State-funded primary schools and state-funded secondary schools – Primary schools typically accept pupils aged 5-10 and secondary schools aged 11 and above, but there are increasing numbers of all-through schools, who take pupils of all compulsory school ages. These schools include academies and free schools and are included in the totals for secondary schools.

State-funded special schools – these are schools which provide tailored provision for pupils with special educational needs.

Alternative provision – these are education settings for children unable to attend a mainstream school. Local authority maintained establishments providing alternative provision, are often referred to as pupil referral units. Local authorities can also fund places not maintained by the local authority. Alternative provision is covered in more detail in the “Pupil referral units and alternative provision” section below.

Independent schools and non-maintained special schools – these are registered schools which do not receive government funding. They often charge fees for pupils to attend.

State-funded nursery – these are nurseries maintained by the local authority in which they operate. Other nurseries, such as private and voluntary nurseries, are not included in the school census. Schools with a nursery attached will complete the school census as a school rather than as a nursery.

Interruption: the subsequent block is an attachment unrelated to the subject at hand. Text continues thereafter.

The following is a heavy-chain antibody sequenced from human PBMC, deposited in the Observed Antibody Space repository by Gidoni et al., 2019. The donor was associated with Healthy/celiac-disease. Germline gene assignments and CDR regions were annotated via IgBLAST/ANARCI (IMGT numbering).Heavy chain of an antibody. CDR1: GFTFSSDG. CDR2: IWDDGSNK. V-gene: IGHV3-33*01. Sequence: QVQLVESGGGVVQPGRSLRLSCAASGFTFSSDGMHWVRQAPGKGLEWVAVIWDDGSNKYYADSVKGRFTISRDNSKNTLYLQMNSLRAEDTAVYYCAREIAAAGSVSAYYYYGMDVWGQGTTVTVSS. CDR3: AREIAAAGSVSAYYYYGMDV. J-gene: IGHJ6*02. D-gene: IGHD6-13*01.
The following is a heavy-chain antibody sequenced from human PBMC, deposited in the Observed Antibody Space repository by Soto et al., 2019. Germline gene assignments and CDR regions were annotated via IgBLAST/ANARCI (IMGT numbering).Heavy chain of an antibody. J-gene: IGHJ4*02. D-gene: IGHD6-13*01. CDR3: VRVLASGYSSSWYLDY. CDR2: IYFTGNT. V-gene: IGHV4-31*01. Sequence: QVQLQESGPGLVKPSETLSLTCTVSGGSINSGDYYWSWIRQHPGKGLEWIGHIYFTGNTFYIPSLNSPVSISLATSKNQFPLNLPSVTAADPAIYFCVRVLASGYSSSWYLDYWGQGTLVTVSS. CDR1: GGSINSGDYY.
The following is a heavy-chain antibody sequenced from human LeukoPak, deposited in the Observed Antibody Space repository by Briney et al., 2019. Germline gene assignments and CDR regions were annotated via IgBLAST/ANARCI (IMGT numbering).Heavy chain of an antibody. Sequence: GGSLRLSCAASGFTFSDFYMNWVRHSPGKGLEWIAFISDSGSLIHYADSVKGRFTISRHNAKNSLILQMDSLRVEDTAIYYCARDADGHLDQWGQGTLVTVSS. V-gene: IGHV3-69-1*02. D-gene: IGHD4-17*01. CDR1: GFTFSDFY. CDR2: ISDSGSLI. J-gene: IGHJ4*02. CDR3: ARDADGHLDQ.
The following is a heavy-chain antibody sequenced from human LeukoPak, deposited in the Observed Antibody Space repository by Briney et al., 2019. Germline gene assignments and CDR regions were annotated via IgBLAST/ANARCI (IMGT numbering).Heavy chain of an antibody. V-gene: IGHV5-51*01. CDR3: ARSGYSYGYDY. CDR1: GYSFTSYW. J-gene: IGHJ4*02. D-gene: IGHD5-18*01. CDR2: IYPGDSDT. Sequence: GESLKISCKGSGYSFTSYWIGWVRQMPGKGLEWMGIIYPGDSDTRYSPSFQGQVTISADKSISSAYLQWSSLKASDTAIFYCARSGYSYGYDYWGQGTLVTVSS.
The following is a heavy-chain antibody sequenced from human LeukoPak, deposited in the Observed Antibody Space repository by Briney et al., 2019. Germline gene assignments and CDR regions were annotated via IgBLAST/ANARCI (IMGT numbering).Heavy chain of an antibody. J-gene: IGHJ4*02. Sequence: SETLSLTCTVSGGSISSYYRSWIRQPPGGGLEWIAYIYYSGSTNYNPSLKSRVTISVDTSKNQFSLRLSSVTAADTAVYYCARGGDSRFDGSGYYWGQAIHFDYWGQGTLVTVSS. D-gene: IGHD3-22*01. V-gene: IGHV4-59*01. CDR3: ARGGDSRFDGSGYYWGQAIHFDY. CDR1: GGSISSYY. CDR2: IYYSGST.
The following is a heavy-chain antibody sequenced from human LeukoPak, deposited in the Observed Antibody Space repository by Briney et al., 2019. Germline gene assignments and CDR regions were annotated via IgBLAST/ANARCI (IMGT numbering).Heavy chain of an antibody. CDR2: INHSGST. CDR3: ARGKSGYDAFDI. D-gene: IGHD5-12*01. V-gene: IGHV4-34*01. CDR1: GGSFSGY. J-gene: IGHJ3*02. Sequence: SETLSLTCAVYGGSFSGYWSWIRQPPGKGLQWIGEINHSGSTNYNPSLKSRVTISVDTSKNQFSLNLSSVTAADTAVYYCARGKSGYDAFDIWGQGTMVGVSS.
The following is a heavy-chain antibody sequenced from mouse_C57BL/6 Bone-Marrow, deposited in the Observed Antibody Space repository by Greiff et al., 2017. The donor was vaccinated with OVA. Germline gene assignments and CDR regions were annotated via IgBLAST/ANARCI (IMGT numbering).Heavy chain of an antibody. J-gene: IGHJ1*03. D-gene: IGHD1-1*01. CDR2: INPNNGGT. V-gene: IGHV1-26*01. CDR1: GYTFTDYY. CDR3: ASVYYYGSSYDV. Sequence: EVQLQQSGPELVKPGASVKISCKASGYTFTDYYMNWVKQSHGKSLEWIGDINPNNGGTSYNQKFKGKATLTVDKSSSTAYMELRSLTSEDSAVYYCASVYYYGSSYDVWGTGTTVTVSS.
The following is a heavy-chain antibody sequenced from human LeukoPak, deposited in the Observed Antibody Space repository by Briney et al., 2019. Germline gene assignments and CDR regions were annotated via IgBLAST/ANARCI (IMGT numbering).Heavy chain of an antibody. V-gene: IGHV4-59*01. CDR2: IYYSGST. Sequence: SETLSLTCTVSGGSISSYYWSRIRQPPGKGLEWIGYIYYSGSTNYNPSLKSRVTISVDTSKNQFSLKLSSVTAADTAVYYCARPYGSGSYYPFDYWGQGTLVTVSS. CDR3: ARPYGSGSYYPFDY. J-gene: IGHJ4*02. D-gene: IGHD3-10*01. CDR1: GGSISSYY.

There are over 8.9 million pupils in January 2021, a small increase from similar levels last year

Increases are seen in the number of pupils in secondary and special schools, however, decreases are seen in all other school types. This is primarily driven by demographic changes, following a peak of births in 2013, with higher numbers of children reaching secondary age and lower numbers of pupils moving in to primary school. 

The primary population is projected to decrease until 2030 whilst the secondary population is projected to increase until 2024 (see the Department's pupil projections release). 

The number of pupils in state-funded nursery has decreased by 10% to 37,900. Although this will be in part due to demographic changes, this may also indicate a reduction in enrolments in nursery as a result of the coronavirus pandemic.

The number of pupils in pupil referral units (PRUs) has decreased by 17% to 12,800. PRUs typically have high mobility with pupils having shorter spells than in other schools.

The number of pupils in independent schools has decreased by 1.3% to 569,400. While this follows a trend of decreases since a peak in 2016/17, it is a larger decrease than in recent years.

The number of schools has also increased

There are 53 more schools across all sectors than in 2020. This is driven by increases in independent schools (35 additional schools) and special schools (12 additional schools).

The number of pupils attending academies (including free schools) has continued to grow, along with the number of academies. While 39% of all schools were academies, over half of all pupils (52%) were attending an academy. This is due to higher proportions of secondary schools being academies than primary, with typically much higher numbers of pupils. At January 2021:

  • 37% of primary schools are now academies or free schools, accounting for 39% of the primary school population
  • 78% of secondary schools are academies or free schools, accounting for 78% of secondary school pupils